A martyr’s metaphors

“Here’s the thing,” Rabbi Avi Shafran chummily confides to the Jewish magazine Tablet. Then, summoning his reserves of charm, he proceeds to confess:

“Here’s the thing: I’m a Jewish heretic. I don’t mean forsaking (as some famously have done) traditional Orthodox Jewish belief and practice for a libertine life [. . .] Instead, I refer to a real heresy: my reluctance to accept an orthodoxy so deeply entrenched in contemporary society that its rejection summons a hearty hail of derision and ridicule, and results in effective excommunication from polite society. What I can’t bring myself to maintain belief in is . . . evolution.

“There, I’ve written it.”

If, like me, you grew up in a small town in the days of prayer in the schools, you’ll recognize Rabbi Shafran’s tone from sixty years ago. It’s “Hey, kids! You know who’s really cool? Jesus!” But this recent history also has a prehistory, and embedded in that are some actually interesting bits. Those are the vestiges within the fossil: traces of classical rhetoric retroactively assimilated into the stone-age dialect of theology. Consider, from the same essay:

“[. . .] the high priests of scientism (and the masses that venerate them) [. . .]”

“Yet it is unassailable dogma among the enlightened these days that non-living matter generated living matter [. . .]”

“I don’t reject science, only speculations and assumptions made in its name. And I’ve read and pondered all the ‘answers’ to my questions.* My skepticism remains unbudged.** [. . .]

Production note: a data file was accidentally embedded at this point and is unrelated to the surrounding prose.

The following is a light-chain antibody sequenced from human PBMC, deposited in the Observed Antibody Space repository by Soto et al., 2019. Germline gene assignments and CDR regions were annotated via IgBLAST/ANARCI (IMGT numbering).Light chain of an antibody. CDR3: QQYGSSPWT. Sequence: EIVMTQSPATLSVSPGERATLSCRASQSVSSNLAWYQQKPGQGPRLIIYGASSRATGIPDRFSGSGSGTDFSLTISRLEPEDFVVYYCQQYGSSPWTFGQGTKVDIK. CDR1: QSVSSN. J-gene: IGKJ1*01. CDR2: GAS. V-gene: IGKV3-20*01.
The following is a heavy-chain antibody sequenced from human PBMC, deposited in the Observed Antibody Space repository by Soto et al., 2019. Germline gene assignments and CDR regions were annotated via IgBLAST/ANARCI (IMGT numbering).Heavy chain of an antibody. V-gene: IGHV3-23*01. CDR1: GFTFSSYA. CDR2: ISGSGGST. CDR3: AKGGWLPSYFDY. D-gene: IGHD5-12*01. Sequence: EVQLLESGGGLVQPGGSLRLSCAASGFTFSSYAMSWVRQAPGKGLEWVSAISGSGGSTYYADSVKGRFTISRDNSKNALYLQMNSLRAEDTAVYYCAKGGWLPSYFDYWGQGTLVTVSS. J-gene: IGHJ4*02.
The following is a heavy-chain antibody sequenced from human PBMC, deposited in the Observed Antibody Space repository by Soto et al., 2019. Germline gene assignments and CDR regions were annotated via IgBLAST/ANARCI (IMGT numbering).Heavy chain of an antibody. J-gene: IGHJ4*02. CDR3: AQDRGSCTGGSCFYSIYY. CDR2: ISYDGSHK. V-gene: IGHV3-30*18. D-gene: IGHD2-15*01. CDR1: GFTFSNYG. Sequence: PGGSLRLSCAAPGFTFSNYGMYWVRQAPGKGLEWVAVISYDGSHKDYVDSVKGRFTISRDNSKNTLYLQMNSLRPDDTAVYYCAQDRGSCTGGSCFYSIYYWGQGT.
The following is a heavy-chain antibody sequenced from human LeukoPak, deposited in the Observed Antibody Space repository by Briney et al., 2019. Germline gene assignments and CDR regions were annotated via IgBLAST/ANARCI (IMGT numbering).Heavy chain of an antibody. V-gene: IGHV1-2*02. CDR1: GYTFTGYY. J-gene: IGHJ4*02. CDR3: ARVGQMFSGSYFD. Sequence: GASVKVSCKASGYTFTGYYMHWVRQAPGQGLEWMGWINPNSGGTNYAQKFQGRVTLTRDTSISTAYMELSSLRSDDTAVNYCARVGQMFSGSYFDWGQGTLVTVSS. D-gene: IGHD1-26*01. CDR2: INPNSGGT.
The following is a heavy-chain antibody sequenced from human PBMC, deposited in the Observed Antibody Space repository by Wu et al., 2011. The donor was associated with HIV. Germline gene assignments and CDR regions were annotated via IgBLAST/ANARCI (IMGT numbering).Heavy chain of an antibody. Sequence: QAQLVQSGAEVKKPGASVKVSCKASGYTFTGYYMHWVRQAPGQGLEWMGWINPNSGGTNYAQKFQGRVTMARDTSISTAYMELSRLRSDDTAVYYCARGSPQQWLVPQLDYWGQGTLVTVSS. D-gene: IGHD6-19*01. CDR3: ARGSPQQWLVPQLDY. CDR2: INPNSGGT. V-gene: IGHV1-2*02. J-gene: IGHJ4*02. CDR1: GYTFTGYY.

High priests, venerate, dogma, the enlightened: here Rabbi Shafran employs irony, or rather irony’s shabby cousin, sarcasm, in the service of his heretical persona. But with these days the mask comes off (in Latin, persona means “mask”) and the rabbinical beard springs back into view. It is a seriously long beard, too. No more “Hey, kids” noises surface from its depths. Instead there comes a piercing and utterly sincere cry de profundis:

“In the meantime, lead me to the stocks, if you must. And as I’m pilloried, I will proclaim [. . .]”

Well, we’re all familiar with this vocabulary of martyrdom. It’s ecumenical. In the United States as of 2015, it’s the property not just of Rabbi Shafran but of the Southern Baptist Convention, the United States Conference of Catholic Bishops, and Fox News. It’s also long established. As far back as 1704 Jonathan Swift was taking an interested view of it in A Tale of a Tub.

Meanwhile, in 2015, in Syria and Pakistan and West Africa, Christians actually are being martyred. The tools of their martyrdom aren’t figurative stocks or pillories, either, or even copies of The Origin of Species. No; they’re non-literary, actually literal agents like slavery and murder.

On the scale of the suffering inflicted by those physical things, Rabbi Shafran’s own effective excommunication from polite society may seem to score low. But effective excommunication from polite society does command a reserve of pain that mere slavery and murder don’t have. Unlike slavery or murder, after all, the agents that torture Rabbi Shafran have an aesthetic power. They give pain a form shaped by the concept called metaphor, which works by evoking an analogy between something that doesn’t exist and something that does. Twinned by metaphor with an image of the real, the name of something imaginary (pillory, proclaim) begins to seem real itself. It communicates not pain but an idea of pain from the body (somebody else’s nameless, featureless, who-cares body) to the mind (Rabbi Shafran’s own, uniquely self-treasured mind).

In the mind, of course, it still isn’t real. But now (or rather these days) any language that might have been able to say so lies buried under institutional rock. Look, there, at the strata of language that have been laid down to hold reality’s mute remains still! They shape a tomb whose Hic jacet translates as “Here’s the thing.”